Whether it’s stationery going walkabouts, food vanishing from the fridge or chargers being ‘borrowed’ and never returned, office theft can occur in the workplace.
For employers, HR (and even colleagues) this can cause a bit of a headache, particularly with data highlighting that office theft might be more common that people think.
Theft in the workplace
Following a rise in demand for secure office storage, office furniture suppliers, Furniture At Work, polled 1,000 Brits about office theft in the workplace.
Shockingly, the research found that over one in ten (10.4%) office workers admitted that they have stolen something from their workplace. The study said that, with 24.7million people working in the UK, this means that around 2.5million are guilty of sneaking stationery, food or even money home with them.
The most common stolen items
Furniture At Work’s data unearthed some of the most common stolen items with a variety of things making the list. Ten per cent said that they have stolen money, and eight per cent have confessed to taking a phone.
Food also featured on the list with one in six (17%) stealing food from the communal office fridge, and ten per cent admitting to taking someone else’s mugs. Moreover, 40% said that they have stolen a pen and other stationery from the office.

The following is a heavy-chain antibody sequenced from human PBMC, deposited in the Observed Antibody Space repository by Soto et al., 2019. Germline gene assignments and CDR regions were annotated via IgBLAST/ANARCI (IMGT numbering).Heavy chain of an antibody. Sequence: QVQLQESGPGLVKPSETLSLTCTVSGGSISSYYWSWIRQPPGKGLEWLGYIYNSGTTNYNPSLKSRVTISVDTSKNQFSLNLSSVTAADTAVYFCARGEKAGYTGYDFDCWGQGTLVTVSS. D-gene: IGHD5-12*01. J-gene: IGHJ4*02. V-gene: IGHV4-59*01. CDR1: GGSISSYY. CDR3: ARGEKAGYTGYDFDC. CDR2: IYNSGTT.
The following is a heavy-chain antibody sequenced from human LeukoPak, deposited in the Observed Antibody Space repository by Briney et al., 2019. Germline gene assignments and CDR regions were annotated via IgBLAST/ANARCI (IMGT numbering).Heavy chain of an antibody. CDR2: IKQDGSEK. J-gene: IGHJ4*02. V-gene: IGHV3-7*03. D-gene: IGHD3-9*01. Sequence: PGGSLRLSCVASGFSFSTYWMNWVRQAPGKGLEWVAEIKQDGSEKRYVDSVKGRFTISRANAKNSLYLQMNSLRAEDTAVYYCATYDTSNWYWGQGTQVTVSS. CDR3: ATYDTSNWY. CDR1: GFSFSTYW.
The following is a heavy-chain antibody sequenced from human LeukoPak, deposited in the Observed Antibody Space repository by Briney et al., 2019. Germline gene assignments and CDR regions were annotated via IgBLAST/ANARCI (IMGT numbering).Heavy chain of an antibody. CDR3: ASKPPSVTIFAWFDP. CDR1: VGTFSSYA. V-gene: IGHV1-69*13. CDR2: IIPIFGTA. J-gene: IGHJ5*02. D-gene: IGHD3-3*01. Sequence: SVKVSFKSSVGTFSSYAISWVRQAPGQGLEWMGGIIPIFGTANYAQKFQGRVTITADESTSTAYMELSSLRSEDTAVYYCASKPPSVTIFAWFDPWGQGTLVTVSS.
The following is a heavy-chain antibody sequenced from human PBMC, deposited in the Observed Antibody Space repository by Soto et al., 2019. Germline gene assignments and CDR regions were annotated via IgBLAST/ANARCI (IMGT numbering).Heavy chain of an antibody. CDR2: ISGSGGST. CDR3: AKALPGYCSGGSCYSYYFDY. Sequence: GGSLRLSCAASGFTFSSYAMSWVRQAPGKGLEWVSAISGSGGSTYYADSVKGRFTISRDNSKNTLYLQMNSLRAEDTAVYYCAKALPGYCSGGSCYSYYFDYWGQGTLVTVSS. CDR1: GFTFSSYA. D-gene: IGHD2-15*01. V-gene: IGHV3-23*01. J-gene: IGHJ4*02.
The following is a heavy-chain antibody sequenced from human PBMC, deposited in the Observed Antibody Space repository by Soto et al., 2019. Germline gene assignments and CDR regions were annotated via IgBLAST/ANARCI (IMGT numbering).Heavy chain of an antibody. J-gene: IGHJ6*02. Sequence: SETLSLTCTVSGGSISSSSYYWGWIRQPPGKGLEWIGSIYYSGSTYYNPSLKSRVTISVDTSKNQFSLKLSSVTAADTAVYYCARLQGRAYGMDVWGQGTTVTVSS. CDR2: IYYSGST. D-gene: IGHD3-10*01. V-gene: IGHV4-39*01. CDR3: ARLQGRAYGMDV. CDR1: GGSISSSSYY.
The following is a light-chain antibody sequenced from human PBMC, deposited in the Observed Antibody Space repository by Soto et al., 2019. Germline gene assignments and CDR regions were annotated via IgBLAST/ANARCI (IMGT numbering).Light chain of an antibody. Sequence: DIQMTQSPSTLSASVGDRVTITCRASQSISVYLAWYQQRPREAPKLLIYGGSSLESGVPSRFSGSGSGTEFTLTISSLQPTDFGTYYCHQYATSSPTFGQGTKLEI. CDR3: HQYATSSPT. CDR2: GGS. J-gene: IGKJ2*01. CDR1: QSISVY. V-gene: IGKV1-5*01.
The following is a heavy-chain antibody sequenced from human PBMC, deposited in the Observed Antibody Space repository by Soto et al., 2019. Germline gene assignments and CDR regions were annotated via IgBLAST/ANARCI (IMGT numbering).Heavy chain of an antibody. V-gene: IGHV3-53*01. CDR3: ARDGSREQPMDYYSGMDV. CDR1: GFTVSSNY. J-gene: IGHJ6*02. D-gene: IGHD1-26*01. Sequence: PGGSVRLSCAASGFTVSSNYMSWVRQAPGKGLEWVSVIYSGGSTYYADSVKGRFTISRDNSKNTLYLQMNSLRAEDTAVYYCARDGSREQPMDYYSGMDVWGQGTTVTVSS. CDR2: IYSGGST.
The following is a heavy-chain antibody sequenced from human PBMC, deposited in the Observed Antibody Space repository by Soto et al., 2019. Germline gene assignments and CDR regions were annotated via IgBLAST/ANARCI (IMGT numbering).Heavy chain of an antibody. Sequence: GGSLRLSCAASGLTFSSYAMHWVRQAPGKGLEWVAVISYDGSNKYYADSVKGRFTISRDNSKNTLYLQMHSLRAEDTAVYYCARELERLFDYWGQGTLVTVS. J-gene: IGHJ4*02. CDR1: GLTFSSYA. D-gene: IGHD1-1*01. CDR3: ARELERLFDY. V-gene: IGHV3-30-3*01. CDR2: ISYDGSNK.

The professions most likely to steal
As well as providing a glimpse into the most common stolen items, the data also shed light on the professions which appeared to be most likely to steal from the workplace. One-quarter (25%) of those working in law admitted to stealing from their workplace.
This was closely followed by marketing and PR (20%), and leisure, sport and tourism (17.6%). Retail (15.7%), accountancy and banking (13.8%) and teacher training and education (13.5%) were professions that also made the rankings.
According to the research, the list of stolen items can vary from small items such as pens and stationery to other things such as food, phones and even money.
For HR, if employees are stealing (or suspected to be stealing from either the workplace or colleagues), then this could be problematic.